Hybrid wind-diesel systems come in several forms, which vary as a result of the type of load or weather patterns imposed on the equipment. Larger deployments are often based on synchronous hybrid configurations with an AC bus, but without a battery bank [18]. These applications tend to provide power to remote villages [19] or islands [20], which have no access to the grid. With synchronous systems, the battery bank is not there to act as a “buffer” to smooth out variations in the load and wind. As a result, there are significant gains to be made from control system optimisations [21], which anticipate [22] variations in both the wind supply and the load. The complementary nature [17] of wind and solar has encouraged the addition of solar PV as a supplemental power source for many systems [7,8,9,10]. The use of hydrogen as a supplemental [23] and, eventually, primary [24] power source for HSRES applications has seen a surge in research activity [25,26,27]. A physical hybrid wind-diesel test platform [28] was used to gather system performance data on a telecoms base station in Ireland. Throughout the testing period, data was acquired, describing current flows, fuel usage, temperatures, voltages, power dumped and cumulative power for all of the components in the structure. These measurements allowed a clear picture of the internal operation of the HSRES to be established.

2. Hybrid System with Renewable Energy Sources

The HSRES (Figure 1, pictured in [28]) consists of a 5.8 kW Fortis Montana wind turbine, 6 kW DC diesel generator, 400 Ah battery bank and DC load (2 kW temporary test load), which is all connected together on a common 48 VDC bus. The wind turbine was mounted on top of a 35 meter lattice telecom tower. The diesel generator, equipped with a DC alternator, charges the battery bank when the voltage falls below a specific set-point. The wind turbine and generator are both connected in parallel to the DC bus, so when the generator is running, the wind turbine will also simultaneously contribute power to the battery bank.

2.1. Generator

The generator is mounted on top of a 600 L bunded double skin fuel tank with two fuel connections for the input and return lines. The graph in Figure 2, highlighting the amount of power dumped, power flow from the generator and wind turbine demonstrates the flow of wind power when the generator is charging the batteries. During the act of charging the battery bank, the generator engages at a low “cut in” voltage and disengages at a higher “cut out” voltage, which is referred to as a generator cycle. During a cycle, the generator operates in two modes; the first mode is constant current (CC) mode. CC mode charges the battery bank with the highest current that the generator can provide until a specified voltage is reached. This can be seen in the “Total Generator Power” graph within Figure 2 at times 11 h and 22 h, where the power is maintained at 6 kW for a period of time. The generator then switches to constant voltage (CV) mode, where it maintains a fixed voltage until the battery bank reaches the cut out voltage.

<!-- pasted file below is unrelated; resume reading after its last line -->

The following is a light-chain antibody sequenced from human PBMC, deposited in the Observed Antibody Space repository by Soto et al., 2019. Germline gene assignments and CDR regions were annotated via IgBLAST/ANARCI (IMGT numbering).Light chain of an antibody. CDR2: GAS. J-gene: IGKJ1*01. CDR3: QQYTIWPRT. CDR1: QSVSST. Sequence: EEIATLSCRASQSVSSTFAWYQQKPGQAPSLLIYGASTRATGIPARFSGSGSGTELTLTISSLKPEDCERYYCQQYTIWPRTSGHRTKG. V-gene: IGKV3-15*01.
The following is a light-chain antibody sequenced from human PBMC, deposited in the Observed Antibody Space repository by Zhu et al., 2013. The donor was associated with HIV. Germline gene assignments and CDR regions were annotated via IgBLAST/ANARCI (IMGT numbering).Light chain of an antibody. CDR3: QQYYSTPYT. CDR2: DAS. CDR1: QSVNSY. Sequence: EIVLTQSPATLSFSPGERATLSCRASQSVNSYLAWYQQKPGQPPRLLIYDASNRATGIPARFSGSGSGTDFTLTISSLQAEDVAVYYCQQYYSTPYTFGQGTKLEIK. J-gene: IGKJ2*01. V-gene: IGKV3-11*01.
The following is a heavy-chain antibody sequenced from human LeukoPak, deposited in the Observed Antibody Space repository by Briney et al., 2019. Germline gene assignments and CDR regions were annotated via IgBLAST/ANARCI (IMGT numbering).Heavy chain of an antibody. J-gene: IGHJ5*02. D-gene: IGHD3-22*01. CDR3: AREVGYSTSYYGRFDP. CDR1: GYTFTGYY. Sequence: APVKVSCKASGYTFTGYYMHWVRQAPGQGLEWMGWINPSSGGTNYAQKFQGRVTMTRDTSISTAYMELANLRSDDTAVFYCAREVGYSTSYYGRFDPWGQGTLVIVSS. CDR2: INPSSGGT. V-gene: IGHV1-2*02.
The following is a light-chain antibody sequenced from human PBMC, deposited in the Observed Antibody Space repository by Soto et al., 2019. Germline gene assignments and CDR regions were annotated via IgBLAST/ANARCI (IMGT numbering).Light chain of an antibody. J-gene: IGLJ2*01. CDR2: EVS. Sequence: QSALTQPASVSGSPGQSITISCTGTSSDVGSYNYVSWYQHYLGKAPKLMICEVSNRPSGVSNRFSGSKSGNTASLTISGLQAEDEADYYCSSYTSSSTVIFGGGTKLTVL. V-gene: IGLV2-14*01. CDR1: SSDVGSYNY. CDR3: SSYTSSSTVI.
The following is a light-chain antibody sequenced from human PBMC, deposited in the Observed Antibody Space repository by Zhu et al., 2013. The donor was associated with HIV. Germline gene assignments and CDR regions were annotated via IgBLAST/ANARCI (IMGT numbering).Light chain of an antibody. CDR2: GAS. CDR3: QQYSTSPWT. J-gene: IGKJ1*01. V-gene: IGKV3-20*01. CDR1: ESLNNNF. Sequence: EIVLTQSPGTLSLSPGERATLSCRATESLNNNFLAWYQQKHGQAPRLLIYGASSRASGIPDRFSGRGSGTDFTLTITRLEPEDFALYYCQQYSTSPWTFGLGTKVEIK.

Figure 2. Energy flow in the test hybrid system with renewable energy sources (HSRES).
Figure 2. Energy flow in the test hybrid system with renewable energy sources (HSRES).
Energies 06 03052 g002
As the battery bank voltage rises, the power flowing into it, from the generator, will trail off over time. The generator controller is configured to charge the battery bank using two-stage charging, as the three-stage configuration is not economical in a cycling environment [29]. Additionally, its ability to accept charge becomes diminished [29], which causes the voltage to rise and forces the wind turbine controller to dump power. This power diversion is evident in the “Wind Power Dumped” graph within Figure 2 during the generator charge cycles. Throughout the charge cycle, the voltage of the battery bank is rising as the power is stored. This is evident in the first generator cycle in Figure 2, where power is dumped towards the end of the generator cycle, where the bus voltage is highest. The second cycle occurs during a much windier period, and so, the voltage rises faster, causing more energy to be dumped.
The aim of this work is to reduce the number of occurrences where power is being dumped. A Simulink model of the HSRES will be utilised to test the type of component configurations that are required to avoid power loss from excess wind production. This model will simulate the performance of each major component in the HSRES and how they interact together. Their performance characteristics are described in the subsequent subsections, while their model profiles are discussed in the dedicated Simulink section.

2.2. Battery Bank

The battery bank contains absorbed glass mat (AGM) batteries, which are favourable to flooded lead acid batteries for this application, as their maintenance needs and storage requirements are much lower. Their price also compares favourably against lithium ion-based battery banks. Throughout this work, a partial-state-of-charge (PSoC) cycling regime is used, which keeps the battery bank between 40% and 80% state-of-charge (SoC). PSoC cycling is a new term used to describe the type of conditions that battery banks in hybrid electric cars experience throughout their operating life [29]. This SoC range prolongs battery life compared to a battery bank that is fully discharged on a frequent basis. PSoC cycling requires occasional equalisation charges to reduce sulfation on the battery plates [29]; discussions with the manufacturer [30] indicated that that this process should occur at least once a month. Despite these charging criteria, the battery bank would not be expected to last longer than five years, due to the intensity of the cycling they are subjected to.